learning, and that learning should not be
externally determined and controlled.
• Discovery learning increases motivation to
learn, and also produces better long-term
• The learner must be active, because
only he/she can select and interpret
information from the environment.
• Constructivism does not necessarily
mean hands-on -learning. What the
learner already knows determines
what he/she will learn.
• Knowledge is a personally meaningful
• It promotes a students' free exploration
within a given framework or structure.
• Modern technological advances such as
interactive laser disks, multimedia
technologies, on-line facilities and the
Worlds Wide Web provide students
with access to databases and sear
engines which support discovery
• Cognitive theorists are concerned
with the changes in a student's
understanding that result from
• Learning must be meaningful.
• Cognitive learning is based on
schemata or mental structures by
which students organize their
• Schematic structures of cognitive
development change by the
process of assimilation and
David Ausubel's "assimilation
theory of learning"
• It promotes the idea that people learn better if
they can find meaning in the learning.
• Rote learning or memorization is used for
information that a learner is required to know
but does not find meaningful.
• If a learner is presented with new information
that processes some external or internal
characteristics which enable the learner to
associate it with previous learning, the learner
may learn the new information because it is
meaningful to him/her.
• The relationship between short- term and
• Organization of knowledge in long-term
memory is called cognitive structure.
• Cognitive strategies useful in making
learning meaningful and useful for
transfer of learning have been identified:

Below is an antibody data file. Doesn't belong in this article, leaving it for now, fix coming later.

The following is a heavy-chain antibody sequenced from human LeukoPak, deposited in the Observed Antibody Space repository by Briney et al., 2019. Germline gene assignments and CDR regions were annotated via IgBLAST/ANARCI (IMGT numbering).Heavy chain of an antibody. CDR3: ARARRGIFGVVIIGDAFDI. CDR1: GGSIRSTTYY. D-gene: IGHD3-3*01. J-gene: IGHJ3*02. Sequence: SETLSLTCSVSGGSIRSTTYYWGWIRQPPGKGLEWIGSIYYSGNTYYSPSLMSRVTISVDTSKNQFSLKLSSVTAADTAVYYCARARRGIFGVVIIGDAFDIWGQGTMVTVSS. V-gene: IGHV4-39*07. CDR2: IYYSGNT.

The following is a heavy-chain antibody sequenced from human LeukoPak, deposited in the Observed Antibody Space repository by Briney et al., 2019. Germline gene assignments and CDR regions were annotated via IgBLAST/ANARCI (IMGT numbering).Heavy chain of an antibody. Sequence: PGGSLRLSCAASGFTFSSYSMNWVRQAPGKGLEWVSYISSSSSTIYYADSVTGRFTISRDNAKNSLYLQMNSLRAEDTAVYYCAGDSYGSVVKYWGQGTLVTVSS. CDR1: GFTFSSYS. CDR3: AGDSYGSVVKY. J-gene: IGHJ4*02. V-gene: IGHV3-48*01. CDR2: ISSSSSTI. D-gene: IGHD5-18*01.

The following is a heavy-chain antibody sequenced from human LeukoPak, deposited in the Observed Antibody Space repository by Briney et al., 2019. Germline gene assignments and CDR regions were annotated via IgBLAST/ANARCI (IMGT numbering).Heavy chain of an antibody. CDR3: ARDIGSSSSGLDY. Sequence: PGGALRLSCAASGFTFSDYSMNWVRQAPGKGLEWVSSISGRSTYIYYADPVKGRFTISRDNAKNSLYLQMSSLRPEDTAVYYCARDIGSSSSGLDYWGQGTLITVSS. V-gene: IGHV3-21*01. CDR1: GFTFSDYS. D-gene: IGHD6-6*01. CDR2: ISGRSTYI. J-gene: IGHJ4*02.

rehearsal strategies, elaboration
strategies, organization strategies,
comprehension monitoring strategies and
1. The most general ideas of a subject should
be presented first and then progressively
differentiated in terms of detail and
2. Instructional materials should attempt to
integrate new material with previously
presented information through
comparisons and cross-referencing of new
and old ideas.
How To Develop Thinking
• Problems are related to dilemmas, doubts,
• These tools are logical "thinking tools”
They can be used in standalone situations,
or together they form a coherent problem-
solving and change management system.
• Their generic purpose is to translate
intuition to a format that can be discussed
rationally, questioned without offense,
and modified to more fully reflect the
understanding of the situation.
• “Everyone knows what attention is. It is the
taking possession by the mind, in clear and
vivid form, of one out of what seem several
simultaneously possible objects or trains of
thought. Focalization, concentration, of
consciousness are of its essence. It implies
withdrawal from some things in order to deal
effectively with others, and is a condition which
has a real opposite in the confused, dazed,
scatterbrained state which in French is called
distraction, and Zerstreutheit in German”
• William James, in his monumental Principles of
• Before one can learn anything, perception must
take place, i.e. one has to become aware of it
through one of the senses.
• Subsequently one has to interpret whatever
one has seen or heard. In essence then,
perception means interpretation.
• Lack of experience may cause a person to
misinterpret what he has seen or heard.
• In other words, perception represents our
apprehension of a present situation in terms of
our past experiences, or, as stated by the
philosopher Kant “We see things not as they
are but as we are.”
• Receptive memory: recognizing visual or auditory
• Sequential memory: This refers to the ability to recall
stimuli in their order of observation or presentation.
Many dyslexics have poor visual sequential memory.
• Rote memory: This refers to the ability to learn
certain information as a habit pattern.
• Short-term memory: Working Memory, Krudsen
• Long-term memory: This refers to the ability to
retrieve information of things learned in the past.
No real progress can be attained by either the child or
the teacher when the same ground has to be covered
over and over because the child has forgotten.
• You want to learn how to play softball so
that you can join a team. How will you
learn to play?
• 1. Buy a book and read about how to play
• 2. Watch a video about softball.
• 3. Ask a friend who plays to grab a ball,
bat, and glove and teach you.